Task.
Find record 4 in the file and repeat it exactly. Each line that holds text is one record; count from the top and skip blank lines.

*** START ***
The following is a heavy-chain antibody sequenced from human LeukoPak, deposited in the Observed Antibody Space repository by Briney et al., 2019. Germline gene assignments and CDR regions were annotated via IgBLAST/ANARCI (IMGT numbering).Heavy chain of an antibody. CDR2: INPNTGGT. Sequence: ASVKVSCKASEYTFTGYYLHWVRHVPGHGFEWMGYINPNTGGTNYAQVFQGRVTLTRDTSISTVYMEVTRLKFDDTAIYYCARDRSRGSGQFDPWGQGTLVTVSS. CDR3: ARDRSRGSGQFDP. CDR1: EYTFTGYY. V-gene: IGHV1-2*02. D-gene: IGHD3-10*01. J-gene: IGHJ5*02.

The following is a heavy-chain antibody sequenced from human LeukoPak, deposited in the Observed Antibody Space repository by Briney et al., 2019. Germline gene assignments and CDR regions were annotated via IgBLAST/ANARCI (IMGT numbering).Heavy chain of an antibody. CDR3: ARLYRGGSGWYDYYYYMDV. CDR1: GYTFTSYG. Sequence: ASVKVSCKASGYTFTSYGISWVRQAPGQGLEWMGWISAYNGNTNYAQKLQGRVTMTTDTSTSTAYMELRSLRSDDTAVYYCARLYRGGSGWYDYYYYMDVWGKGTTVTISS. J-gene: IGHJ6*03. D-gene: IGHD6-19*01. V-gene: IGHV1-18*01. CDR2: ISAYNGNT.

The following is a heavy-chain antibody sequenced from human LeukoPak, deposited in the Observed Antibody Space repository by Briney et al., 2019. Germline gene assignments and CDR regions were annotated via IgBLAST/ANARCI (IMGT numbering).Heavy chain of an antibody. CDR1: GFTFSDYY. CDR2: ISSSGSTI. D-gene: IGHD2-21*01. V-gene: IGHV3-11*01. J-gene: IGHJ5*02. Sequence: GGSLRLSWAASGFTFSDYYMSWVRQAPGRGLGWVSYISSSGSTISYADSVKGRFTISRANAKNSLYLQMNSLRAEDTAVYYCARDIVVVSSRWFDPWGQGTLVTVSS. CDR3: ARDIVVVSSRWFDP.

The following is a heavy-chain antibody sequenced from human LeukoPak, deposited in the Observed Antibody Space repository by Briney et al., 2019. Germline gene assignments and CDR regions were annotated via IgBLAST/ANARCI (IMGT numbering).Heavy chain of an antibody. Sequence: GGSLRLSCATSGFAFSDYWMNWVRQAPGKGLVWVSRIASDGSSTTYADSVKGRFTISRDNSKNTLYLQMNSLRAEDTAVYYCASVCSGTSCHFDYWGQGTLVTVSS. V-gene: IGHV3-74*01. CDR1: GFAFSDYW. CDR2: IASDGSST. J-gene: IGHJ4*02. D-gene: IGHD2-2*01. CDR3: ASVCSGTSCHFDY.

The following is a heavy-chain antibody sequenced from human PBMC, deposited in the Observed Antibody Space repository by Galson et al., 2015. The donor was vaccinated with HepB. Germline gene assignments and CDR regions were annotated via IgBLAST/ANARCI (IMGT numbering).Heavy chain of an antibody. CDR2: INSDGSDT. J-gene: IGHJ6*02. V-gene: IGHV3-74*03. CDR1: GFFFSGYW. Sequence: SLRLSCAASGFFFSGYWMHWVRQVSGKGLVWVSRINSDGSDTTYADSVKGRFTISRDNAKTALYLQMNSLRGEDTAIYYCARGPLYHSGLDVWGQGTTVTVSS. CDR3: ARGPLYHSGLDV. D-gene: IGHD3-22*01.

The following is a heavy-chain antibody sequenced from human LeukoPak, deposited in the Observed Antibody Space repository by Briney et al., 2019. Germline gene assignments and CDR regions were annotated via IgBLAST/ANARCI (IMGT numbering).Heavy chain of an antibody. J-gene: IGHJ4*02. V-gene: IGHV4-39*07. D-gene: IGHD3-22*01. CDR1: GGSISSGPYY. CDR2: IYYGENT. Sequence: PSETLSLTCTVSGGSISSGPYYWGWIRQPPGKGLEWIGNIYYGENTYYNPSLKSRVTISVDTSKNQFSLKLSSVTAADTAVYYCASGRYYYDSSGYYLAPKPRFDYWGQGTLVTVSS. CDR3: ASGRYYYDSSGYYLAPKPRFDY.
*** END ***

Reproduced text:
The following is a heavy-chain antibody sequenced from human LeukoPak, deposited in the Observed Antibody Space repository by Briney et al., 2019. Germline gene assignments and CDR regions were annotated via IgBLAST/ANARCI (IMGT numbering).Heavy chain of an antibody. Sequence: GGSLRLSCATSGFAFSDYWMNWVRQAPGKGLVWVSRIASDGSSTTYADSVKGRFTISRDNSKNTLYLQMNSLRAEDTAVYYCASVCSGTSCHFDYWGQGTLVTVSS. V-gene: IGHV3-74*01. CDR1: GFAFSDYW. CDR2: IASDGSST. J-gene: IGHJ4*02. D-gene: IGHD2-2*01. CDR3: ASVCSGTSCHFDY.